The mighty god Tyr is among the most important of the Viking deities ( see our full post), listed among the 12 Aesir that were the most powerful and important.
But we actually know very little about the god, and what we do know is pieced together from fragmentary sources.
It seems that Tyr was a god of war and justice and was also considered the bravest and most valiant of the gods.
It is also speculated that he may have been more important in pre-Viking times, and then superseded by Odin, which partially explains why so little is known about him.
Many of his stories and attributes may have been transferred to Odin as part of this process.
But let’s take a look at the evidence that we have for all this speculation.
Family of Tyr
Where Tyr sits in the Aesir family tree is difficult to determine. While some sources refer to him as a “son of Odin”, another source explicitly states that he was the son of the giant Hymir.
According to the story, Thor and Tyr traveled to the hall of Hymir to retrieve a giant cauldron, as it is the only cauldron in existence to make enough mead for all the gods.
They want to take it to a big party that they are planning in the hall of Aegis, a giant that was also a god of the sea.
When they arrive at the hall of Hymir the two gods try to hide, but the wife of Hymir exposes them, saying to Hymir that his son is visiting.
There is no word on who Tyr’s mother may have been, though she was presumably one of the Aesir if his father was Hymir. Perhaps his mother was Odin’s wife Frigg, and he was a stepson of Odin? But this is pure speculation.
The sources also suggest that Tyr was married, as at a banquet Loki taunts Tyr by saying that his son has had his way with Tyr’s wife. But her name, and the existence of any children, is not revealed in any of the sources.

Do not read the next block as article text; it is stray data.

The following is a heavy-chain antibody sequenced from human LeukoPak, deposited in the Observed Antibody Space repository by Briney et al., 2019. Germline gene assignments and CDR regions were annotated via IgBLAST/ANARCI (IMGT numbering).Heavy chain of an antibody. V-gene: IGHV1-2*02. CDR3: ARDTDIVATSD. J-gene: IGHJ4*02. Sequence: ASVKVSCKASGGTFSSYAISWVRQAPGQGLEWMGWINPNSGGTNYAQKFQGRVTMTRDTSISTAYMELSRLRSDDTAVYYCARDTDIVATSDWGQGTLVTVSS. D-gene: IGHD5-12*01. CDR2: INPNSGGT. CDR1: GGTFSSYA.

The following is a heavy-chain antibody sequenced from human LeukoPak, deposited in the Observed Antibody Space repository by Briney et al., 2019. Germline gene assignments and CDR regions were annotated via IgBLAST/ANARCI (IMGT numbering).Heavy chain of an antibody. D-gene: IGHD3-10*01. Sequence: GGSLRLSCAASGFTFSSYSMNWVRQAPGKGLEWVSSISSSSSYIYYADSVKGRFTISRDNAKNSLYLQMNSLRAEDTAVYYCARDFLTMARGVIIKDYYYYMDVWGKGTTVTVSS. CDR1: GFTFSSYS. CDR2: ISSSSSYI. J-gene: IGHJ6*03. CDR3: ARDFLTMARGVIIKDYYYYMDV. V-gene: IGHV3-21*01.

Tyr is often identified with the Proto-Germanic god Tiwaz.
This god seems to have been more important among the Germans that Tyr was among the Vikings, which led to the speculation that Tyr was superseded within Norse culture by Odin.
Though this must have happened early on, as in the first century AD the Roman author Tacitus says that the primary deities worshipped among the Germans are Mercury (Odin), Hercules (Thor), and Mars (Tyr) – the Romans commonly identified new deities with gods in their existing pantheon.
He also said that the first required human sacrifices, while the latter two received animal sacrifices, suggesting that Odin had already become the principal deity of the pantheon.
Tyr – God of War
The choice of the Romans to associate Tyr with Mars, their god of war, is strong evidence that Tyr was a god of war.
This is reinforced by the Gylfaginning in the Prose Edda, which says that Tyr was the bravest and most valiant of all the gods and that he had power over victory in battle.
Other sources suggest that Viking would write the Tiwaz rune on their weapons to invoke Tyr to assist them in battle.
In the Sigrdrfimal, the Valkyrie Sigrdrufa tells Sigurd that he must know the victory rune to know victory and to carve it on the hilt of his sword, his blade guards, and on the blade, invoking the name of Tyr twice.
Tyr – God of Justice